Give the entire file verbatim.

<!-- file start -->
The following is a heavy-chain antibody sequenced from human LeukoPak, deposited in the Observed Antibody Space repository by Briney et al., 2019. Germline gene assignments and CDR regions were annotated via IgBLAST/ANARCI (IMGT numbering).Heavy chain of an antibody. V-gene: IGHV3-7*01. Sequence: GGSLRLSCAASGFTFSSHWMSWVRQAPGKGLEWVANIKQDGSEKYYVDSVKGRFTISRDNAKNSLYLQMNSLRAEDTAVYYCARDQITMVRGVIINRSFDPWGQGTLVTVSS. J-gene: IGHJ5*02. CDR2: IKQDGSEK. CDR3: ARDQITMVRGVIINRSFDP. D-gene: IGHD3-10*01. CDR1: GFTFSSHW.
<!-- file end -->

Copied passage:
The following is a heavy-chain antibody sequenced from human LeukoPak, deposited in the Observed Antibody Space repository by Briney et al., 2019. Germline gene assignments and CDR regions were annotated via IgBLAST/ANARCI (IMGT numbering).Heavy chain of an antibody. V-gene: IGHV3-7*01. Sequence: GGSLRLSCAASGFTFSSHWMSWVRQAPGKGLEWVANIKQDGSEKYYVDSVKGRFTISRDNAKNSLYLQMNSLRAEDTAVYYCARDQITMVRGVIINRSFDPWGQGTLVTVSS. J-gene: IGHJ5*02. CDR2: IKQDGSEK. CDR3: ARDQITMVRGVIINRSFDP. D-gene: IGHD3-10*01. CDR1: GFTFSSHW.